Excluding distressed sales, year-over-year prices rose by 3.9 percent in October from a year before and 1.2 percent from a month earlier.
The home price surge in greater Charleston trailed a nationwide jump of 6.3 percent — distressed sales included — in October from a year earlier, according to CoreLogic.
The countrywide upward bump was the steepest since June 2006 and marked the eighth consecutive month that home prices increased year to year.
CoreLogic says its Home Price Index analysis shows all but five states are experiencing year-over-year price gains.
Meanwhile, the CoreLogic Pending HPI expects home prices to shoot up by 7.1 percent in November from the previous year.
“The housing recovery that started earlier in 2012 continues to gain momentum,” says Mark Fleming, chief economist for CoreLogic. “The recovery is geographically broad-based with almost all markets experiencing some appreciation,” he says.
“We are seeing an ongoing strengthening of the residential housing market,” Anand Nallathambi, president and chief executive of CoreLogic, points out.
“Reduced inventories and improving buyer demand are contributing to stability and growth in home prices, which is essential to the long term health of the housing market and the broader economy,” he says.
By state, Arizona had the highest home price appreciation, up 21.3 percent, which Ilinois had the steepest depreciation, down 2.7 percent.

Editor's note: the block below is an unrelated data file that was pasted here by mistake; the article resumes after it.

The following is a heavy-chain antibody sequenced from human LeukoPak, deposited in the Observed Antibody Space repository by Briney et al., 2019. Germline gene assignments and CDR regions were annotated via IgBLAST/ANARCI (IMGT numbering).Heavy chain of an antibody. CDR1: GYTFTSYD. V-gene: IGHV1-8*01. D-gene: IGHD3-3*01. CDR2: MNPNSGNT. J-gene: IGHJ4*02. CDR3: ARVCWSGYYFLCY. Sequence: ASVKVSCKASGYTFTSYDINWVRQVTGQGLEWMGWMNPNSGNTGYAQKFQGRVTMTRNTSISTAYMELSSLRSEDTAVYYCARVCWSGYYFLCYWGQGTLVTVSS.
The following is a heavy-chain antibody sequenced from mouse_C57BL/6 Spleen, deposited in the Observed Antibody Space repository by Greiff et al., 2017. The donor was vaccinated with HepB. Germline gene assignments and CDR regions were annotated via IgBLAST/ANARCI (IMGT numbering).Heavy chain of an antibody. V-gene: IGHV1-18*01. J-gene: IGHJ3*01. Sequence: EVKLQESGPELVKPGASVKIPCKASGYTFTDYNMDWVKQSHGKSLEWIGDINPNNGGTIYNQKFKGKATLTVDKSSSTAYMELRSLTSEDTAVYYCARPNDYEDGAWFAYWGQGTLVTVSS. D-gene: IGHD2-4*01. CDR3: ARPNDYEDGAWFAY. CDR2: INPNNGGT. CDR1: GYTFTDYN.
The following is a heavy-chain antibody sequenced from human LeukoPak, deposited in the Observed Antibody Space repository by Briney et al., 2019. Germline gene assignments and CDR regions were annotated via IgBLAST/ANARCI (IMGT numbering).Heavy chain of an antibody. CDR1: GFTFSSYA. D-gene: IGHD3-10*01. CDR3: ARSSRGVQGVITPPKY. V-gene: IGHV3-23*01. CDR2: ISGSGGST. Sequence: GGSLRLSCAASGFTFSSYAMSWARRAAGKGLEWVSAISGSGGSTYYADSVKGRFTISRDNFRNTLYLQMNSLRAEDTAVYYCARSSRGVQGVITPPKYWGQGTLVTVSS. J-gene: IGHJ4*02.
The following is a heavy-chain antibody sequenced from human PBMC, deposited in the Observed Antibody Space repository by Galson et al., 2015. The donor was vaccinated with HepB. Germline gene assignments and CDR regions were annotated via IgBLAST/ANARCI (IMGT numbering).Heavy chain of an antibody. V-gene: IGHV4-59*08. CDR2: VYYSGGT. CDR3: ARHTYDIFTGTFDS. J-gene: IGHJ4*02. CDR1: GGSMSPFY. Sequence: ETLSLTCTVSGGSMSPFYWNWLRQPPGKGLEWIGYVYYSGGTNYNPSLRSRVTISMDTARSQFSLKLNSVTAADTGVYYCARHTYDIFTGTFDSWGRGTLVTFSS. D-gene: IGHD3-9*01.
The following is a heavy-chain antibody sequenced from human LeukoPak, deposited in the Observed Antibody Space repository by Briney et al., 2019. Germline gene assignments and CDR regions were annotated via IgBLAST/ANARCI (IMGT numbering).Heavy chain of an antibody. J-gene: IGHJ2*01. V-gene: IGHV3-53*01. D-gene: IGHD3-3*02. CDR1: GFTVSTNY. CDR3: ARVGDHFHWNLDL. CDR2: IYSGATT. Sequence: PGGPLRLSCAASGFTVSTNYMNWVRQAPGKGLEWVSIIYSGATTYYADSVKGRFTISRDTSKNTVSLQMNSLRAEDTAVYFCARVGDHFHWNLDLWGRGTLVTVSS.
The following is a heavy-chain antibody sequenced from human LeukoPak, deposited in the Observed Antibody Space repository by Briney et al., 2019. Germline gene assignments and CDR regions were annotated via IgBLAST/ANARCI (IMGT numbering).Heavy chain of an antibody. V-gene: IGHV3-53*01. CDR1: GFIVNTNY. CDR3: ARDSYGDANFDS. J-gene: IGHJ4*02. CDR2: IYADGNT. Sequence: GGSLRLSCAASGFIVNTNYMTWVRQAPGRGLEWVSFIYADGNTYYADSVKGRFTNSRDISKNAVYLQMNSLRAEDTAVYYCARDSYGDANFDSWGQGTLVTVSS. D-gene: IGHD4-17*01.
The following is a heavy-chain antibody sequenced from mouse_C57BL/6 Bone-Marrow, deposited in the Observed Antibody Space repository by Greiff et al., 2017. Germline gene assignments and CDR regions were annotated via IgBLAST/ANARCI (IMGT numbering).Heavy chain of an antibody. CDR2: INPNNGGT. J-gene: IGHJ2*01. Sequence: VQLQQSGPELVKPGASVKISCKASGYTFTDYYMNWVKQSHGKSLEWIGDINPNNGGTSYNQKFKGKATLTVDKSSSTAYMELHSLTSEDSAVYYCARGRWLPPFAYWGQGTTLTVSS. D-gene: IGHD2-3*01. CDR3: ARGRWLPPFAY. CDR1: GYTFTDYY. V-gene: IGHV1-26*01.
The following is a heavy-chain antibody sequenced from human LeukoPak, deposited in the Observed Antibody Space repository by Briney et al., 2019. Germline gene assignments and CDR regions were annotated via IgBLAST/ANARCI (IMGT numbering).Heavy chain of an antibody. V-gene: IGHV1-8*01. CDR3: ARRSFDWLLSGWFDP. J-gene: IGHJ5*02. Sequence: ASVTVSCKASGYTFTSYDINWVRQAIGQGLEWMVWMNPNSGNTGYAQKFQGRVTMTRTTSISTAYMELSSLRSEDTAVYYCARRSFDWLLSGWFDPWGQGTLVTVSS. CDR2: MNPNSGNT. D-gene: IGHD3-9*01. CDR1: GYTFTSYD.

South Carolina ranked No. 11 in home price appreciation, up 7.1 percent year-to-year.
• Radenbaugh makes move to Weichert, Realtors in Mount Pleasant •
A Realtor who has worked in senior care and taught yoga among various career moves is joining a real estate agency’s East Cooper office.
Kathleen Radenbaugh has become part of the sales team at Weichert, Realtors-Palmetto Coast. A member of the Charleston Trident Association of Realtors, she will assist homebuyers and sellers in the Charleston vicinity.
Radenbaugh is a 20-year resident of the area and lives in Mount Pleasant. She is a member of Christ Our King Catholic Church.
She holds a bachelor’s degree in business administration and is a registered yoga teacher, according to Weichert, Realtors.
Prior to real estate, Radenbaugh worked in the senior care industry and in sales and management in the telecommunications industry. She and her husband own Wetland Solutions LLC.
For more information, call 843-375-2075 or visit the agency website at www.weichertpc.com.
Wayne Green (Provided).×
Wayne Poplin (Provided).×
Charleston Trident Association of Realtors recently distributed $16,000 to four Habitats for Humanity. Involved in the grants were (from left) Owen Tyler, 2013 CTAR president and S.C. Realtors Housing Opportunities committee member; Matt DeAntonio, 2012 Housing Opportunities committee chairman; Belinda Simmons, Berkeley Habitat board member; Bob Hervey, East Cooper Habitat for Humanity executive director; Jaye Elliott, Dorchester Habitat for Humanity executive director; Corwyn Melette, CTAR president-elect and Housing Opportunities committee member; Amanda Helton, Sea Island Habitat for Humanity director of development; and Terry Hyde Ketchem, CTAR chief executive (Provided).×
Kathleen Radenbaugh (Provided).×